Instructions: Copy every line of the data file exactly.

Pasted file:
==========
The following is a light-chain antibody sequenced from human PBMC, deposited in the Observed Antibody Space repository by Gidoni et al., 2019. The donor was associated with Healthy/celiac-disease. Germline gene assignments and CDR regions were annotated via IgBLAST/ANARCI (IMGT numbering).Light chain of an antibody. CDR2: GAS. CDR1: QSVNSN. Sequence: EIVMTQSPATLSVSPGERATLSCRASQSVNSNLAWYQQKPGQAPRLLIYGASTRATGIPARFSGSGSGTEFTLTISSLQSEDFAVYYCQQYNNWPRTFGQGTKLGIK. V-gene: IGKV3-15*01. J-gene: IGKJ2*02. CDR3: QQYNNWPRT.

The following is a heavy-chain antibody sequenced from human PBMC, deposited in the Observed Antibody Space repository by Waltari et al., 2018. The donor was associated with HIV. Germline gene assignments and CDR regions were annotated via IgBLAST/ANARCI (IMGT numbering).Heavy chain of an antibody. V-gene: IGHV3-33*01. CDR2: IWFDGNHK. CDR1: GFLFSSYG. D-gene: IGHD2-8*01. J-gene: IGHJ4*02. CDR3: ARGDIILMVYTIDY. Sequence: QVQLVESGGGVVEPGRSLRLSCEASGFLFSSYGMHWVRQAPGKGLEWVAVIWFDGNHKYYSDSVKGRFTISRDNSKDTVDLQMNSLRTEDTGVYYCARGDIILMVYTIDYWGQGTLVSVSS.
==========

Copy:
The following is a light-chain antibody sequenced from human PBMC, deposited in the Observed Antibody Space repository by Gidoni et al., 2019. The donor was associated with Healthy/celiac-disease. Germline gene assignments and CDR regions were annotated via IgBLAST/ANARCI (IMGT numbering).Light chain of an antibody. CDR2: GAS. CDR1: QSVNSN. Sequence: EIVMTQSPATLSVSPGERATLSCRASQSVNSNLAWYQQKPGQAPRLLIYGASTRATGIPARFSGSGSGTEFTLTISSLQSEDFAVYYCQQYNNWPRTFGQGTKLGIK. V-gene: IGKV3-15*01. J-gene: IGKJ2*02. CDR3: QQYNNWPRT.

The following is a heavy-chain antibody sequenced from human PBMC, deposited in the Observed Antibody Space repository by Waltari et al., 2018. The donor was associated with HIV. Germline gene assignments and CDR regions were annotated via IgBLAST/ANARCI (IMGT numbering).Heavy chain of an antibody. V-gene: IGHV3-33*01. CDR2: IWFDGNHK. CDR1: GFLFSSYG. D-gene: IGHD2-8*01. J-gene: IGHJ4*02. CDR3: ARGDIILMVYTIDY. Sequence: QVQLVESGGGVVEPGRSLRLSCEASGFLFSSYGMHWVRQAPGKGLEWVAVIWFDGNHKYYSDSVKGRFTISRDNSKDTVDLQMNSLRTEDTGVYYCARGDIILMVYTIDYWGQGTLVSVSS.